Workshop Recap

Adoption Through The Eyes Of A Child

On Friday, October 21st the Mahwah campus of Sage Day Schools hosted a presentation for over 100 educators, mental health clinicians, parents and interested parties on adoption. Presenter Madeleine Krebs, LCSW-C: Clinical Coordinator at the Center for Adoption Support and Education (C.A.S.E.) located in Burtonsville, MD was very well received.

Ms. Krebs pointed out that one-third of adolescents referred for psychotherapy are adopted. This underscores the importance of asking clients, students and parents about their experiences of adoption. Too frequently professionals do not even think to ask.

A profound loss is at the core of all adoptions. “Adopted children lost the opportunity to grow up with their biological family.” The issue is that adoption is typically believed to be “a problem solving event [with] all gains, no losses.” This can make it easy for professionals, adopted children and their families to overlook the mourning that needs to take place. However, Ms. Krebs pointed out, “we know that losses that are not mourned are DEBILITATING-freezing the individual in a state of uncertainty.”

Ms. Krebs also pointed out, “Adolescence raises many complex questions for parents whose children are adopted. Among these questions are, “Will my child become confused about her identity? Will a sense of abandonment and rejection replace feelings of security and comfort? Will being adopted make adolescence harder for them?” Ms. Krebs added, “These questions do not have easy answers but what we can say with some assurance is [first], being adopted is an integral part of an adolescent’s history and must not be ignored. [Second], adopted adolescents can successfully confront and resolve the special developmental issues adoption brings to this challenging stage.”

Krebs went on to share some of the core issues in working with adopted teens:

  • A critical developmental milestone for adolescents is the development of an identity. To accomplish this task the adolescent must figure out how they are alike and different from their parents. Teens raised by biological parents already know how they are LIKE their parents; the task for them is to figure out how they are unique.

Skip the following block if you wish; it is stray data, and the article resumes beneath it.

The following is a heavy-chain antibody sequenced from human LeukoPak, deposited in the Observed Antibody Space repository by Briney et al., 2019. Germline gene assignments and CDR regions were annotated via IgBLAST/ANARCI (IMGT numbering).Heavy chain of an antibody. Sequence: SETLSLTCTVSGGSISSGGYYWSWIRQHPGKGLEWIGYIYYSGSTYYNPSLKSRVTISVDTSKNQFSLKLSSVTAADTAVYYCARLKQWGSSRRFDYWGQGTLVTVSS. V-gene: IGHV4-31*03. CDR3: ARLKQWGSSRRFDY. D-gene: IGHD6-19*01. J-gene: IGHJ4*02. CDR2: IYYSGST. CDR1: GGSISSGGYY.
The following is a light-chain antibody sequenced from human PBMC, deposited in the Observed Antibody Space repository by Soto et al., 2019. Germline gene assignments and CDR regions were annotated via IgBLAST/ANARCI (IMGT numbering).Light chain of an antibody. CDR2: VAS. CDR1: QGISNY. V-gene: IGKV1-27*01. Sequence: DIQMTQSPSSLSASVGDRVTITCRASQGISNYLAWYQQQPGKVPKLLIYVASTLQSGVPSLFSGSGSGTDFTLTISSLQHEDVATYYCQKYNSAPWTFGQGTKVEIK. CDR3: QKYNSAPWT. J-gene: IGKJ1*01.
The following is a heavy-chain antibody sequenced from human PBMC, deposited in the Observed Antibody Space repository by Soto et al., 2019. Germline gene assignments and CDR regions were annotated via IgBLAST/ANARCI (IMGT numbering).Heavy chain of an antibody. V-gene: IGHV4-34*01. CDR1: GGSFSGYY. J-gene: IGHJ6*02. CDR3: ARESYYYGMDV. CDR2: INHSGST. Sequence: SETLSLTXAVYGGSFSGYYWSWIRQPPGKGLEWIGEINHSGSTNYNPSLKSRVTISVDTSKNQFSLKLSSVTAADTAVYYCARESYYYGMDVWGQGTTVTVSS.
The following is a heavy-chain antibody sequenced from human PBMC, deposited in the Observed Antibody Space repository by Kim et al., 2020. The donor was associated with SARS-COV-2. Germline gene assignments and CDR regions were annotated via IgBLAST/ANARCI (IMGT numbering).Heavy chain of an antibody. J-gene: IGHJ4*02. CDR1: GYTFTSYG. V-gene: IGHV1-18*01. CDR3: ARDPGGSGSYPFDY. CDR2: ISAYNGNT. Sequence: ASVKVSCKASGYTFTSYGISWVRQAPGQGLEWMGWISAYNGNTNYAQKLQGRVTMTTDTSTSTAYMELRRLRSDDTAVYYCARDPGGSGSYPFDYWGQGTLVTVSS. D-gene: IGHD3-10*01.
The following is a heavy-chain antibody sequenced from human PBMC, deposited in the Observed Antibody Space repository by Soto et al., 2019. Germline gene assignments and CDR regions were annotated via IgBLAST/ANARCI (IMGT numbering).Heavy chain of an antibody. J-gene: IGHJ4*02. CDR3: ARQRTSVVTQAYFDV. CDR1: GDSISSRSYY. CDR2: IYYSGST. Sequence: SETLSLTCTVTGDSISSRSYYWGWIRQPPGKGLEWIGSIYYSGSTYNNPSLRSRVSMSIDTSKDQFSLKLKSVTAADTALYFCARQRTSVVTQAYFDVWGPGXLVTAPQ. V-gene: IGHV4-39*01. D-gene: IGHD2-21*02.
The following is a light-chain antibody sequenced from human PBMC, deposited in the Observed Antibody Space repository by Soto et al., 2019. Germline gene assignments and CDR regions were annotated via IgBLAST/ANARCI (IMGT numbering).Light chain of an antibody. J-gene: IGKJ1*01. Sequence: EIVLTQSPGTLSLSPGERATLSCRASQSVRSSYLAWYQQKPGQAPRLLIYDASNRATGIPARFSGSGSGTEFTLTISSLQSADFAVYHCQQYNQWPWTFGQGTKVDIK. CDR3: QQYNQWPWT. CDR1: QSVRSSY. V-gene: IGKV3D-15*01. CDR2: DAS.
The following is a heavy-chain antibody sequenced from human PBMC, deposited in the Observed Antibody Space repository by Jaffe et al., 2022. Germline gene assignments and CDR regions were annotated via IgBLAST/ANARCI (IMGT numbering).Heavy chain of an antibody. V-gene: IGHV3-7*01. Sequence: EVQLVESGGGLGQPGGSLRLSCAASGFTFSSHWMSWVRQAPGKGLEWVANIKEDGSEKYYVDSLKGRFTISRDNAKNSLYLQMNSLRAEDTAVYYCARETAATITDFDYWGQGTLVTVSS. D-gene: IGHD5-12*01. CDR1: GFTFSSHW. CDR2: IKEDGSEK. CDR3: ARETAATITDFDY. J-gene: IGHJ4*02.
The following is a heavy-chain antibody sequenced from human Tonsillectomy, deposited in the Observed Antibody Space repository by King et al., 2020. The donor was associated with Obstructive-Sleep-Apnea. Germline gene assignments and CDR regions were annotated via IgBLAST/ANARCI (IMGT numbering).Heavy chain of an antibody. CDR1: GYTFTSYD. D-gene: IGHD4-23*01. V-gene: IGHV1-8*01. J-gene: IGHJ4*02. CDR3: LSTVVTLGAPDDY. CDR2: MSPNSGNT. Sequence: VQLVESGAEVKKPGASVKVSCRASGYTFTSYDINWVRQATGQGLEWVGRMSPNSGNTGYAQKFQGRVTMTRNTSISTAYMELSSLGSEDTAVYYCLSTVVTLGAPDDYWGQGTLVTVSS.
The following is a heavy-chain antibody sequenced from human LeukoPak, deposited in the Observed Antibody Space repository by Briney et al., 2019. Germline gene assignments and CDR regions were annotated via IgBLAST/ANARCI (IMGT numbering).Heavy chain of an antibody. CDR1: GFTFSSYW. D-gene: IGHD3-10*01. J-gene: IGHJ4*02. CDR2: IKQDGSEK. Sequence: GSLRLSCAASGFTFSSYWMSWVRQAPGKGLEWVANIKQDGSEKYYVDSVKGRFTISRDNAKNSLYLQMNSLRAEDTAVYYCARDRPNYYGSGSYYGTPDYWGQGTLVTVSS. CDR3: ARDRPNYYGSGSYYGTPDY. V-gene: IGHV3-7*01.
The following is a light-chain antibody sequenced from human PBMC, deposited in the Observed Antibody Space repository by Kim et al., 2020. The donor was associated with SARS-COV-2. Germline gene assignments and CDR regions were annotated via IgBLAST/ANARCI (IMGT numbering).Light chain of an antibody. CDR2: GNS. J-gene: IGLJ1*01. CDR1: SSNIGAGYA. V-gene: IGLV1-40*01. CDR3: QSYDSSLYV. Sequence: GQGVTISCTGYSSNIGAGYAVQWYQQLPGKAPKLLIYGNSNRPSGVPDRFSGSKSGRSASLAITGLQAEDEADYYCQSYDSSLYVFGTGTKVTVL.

• Adoptees must define who they are without the basic knowledge of where they came from. They must figure out how they are alike and different from BOTH their adoptive and birth parents.
  • It is difficult for an individual to feel connected to a history of a people without knowing his ethnic background
  • Separation/Fear of Abandonment: Adoptees may find separating from family very threatening, or they may fear losing a second set of parents. There may also be resurfacing of early losses. They have a heightened sensitivity to losses and even transitions (graduations, change of schedule, even moving from classroom to classroom).
  • Control and power struggles are the hallmark of adolescence. Parents don’t want to give up control, while teens strive for independence. For adoptees the tension is greater; they may feel someone has always made decisions for them.
  • Adopted teens may have a pervasive feeling of not belonging. For instance they become keenly aware of the physical differences between themselves and their adoptive parents.
  • Adopted teens have a strong need to connect with the past.

And finally, Krebs provided key tasks for professionals treating adopted adolescence. Help them:

  • process and understand the reasons for adoption
  • cope with missing or difficult information
  • cope with feelings of being different
  • explore and get a sense of their identity
  • explore and share conflicting feelings about loyalty
  • achieve a sense of permanence with regard to family

Many attendees remarked how much they enjoyed the presentation. One attendee, a mental health professional who identified herself as having been adopted and as having an adopted child herself, said she had attended many workshops about adoption over the years and that this one had been “by far the best.”